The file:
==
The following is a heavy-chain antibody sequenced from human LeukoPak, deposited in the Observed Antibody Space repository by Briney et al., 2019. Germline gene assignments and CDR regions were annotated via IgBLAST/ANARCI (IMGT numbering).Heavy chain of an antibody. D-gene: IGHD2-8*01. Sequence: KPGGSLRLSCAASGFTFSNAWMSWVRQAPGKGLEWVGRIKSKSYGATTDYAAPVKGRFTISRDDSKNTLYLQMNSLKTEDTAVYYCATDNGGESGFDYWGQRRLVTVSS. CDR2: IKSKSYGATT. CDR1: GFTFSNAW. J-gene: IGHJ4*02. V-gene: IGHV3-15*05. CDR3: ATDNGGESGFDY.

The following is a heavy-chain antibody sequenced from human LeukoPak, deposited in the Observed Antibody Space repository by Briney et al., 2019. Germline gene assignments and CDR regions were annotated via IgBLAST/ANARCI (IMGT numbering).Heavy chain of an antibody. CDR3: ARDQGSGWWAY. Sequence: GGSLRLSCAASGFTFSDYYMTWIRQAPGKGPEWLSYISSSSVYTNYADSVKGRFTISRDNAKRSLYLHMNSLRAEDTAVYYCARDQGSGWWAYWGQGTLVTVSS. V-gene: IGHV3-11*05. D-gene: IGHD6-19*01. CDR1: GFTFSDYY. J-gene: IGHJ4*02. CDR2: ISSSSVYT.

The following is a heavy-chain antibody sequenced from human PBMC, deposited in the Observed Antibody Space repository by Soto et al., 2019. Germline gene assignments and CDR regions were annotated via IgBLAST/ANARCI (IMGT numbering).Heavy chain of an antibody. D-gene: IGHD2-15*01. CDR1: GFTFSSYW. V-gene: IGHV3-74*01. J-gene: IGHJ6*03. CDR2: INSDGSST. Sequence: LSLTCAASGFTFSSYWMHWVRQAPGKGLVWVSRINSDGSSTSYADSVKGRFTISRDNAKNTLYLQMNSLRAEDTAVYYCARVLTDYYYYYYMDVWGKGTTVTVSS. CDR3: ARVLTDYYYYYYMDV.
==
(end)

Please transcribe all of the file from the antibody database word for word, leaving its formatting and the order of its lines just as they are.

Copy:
The following is a heavy-chain antibody sequenced from human LeukoPak, deposited in the Observed Antibody Space repository by Briney et al., 2019. Germline gene assignments and CDR regions were annotated via IgBLAST/ANARCI (IMGT numbering).Heavy chain of an antibody. D-gene: IGHD2-8*01. Sequence: KPGGSLRLSCAASGFTFSNAWMSWVRQAPGKGLEWVGRIKSKSYGATTDYAAPVKGRFTISRDDSKNTLYLQMNSLKTEDTAVYYCATDNGGESGFDYWGQRRLVTVSS. CDR2: IKSKSYGATT. CDR1: GFTFSNAW. J-gene: IGHJ4*02. V-gene: IGHV3-15*05. CDR3: ATDNGGESGFDY.

The following is a heavy-chain antibody sequenced from human LeukoPak, deposited in the Observed Antibody Space repository by Briney et al., 2019. Germline gene assignments and CDR regions were annotated via IgBLAST/ANARCI (IMGT numbering).Heavy chain of an antibody. CDR3: ARDQGSGWWAY. Sequence: GGSLRLSCAASGFTFSDYYMTWIRQAPGKGPEWLSYISSSSVYTNYADSVKGRFTISRDNAKRSLYLHMNSLRAEDTAVYYCARDQGSGWWAYWGQGTLVTVSS. V-gene: IGHV3-11*05. D-gene: IGHD6-19*01. CDR1: GFTFSDYY. J-gene: IGHJ4*02. CDR2: ISSSSVYT.

The following is a heavy-chain antibody sequenced from human PBMC, deposited in the Observed Antibody Space repository by Soto et al., 2019. Germline gene assignments and CDR regions were annotated via IgBLAST/ANARCI (IMGT numbering).Heavy chain of an antibody. D-gene: IGHD2-15*01. CDR1: GFTFSSYW. V-gene: IGHV3-74*01. J-gene: IGHJ6*03. CDR2: INSDGSST. Sequence: LSLTCAASGFTFSSYWMHWVRQAPGKGLVWVSRINSDGSSTSYADSVKGRFTISRDNAKNTLYLQMNSLRAEDTAVYYCARVLTDYYYYYYMDVWGKGTTVTVSS. CDR3: ARVLTDYYYYYYMDV.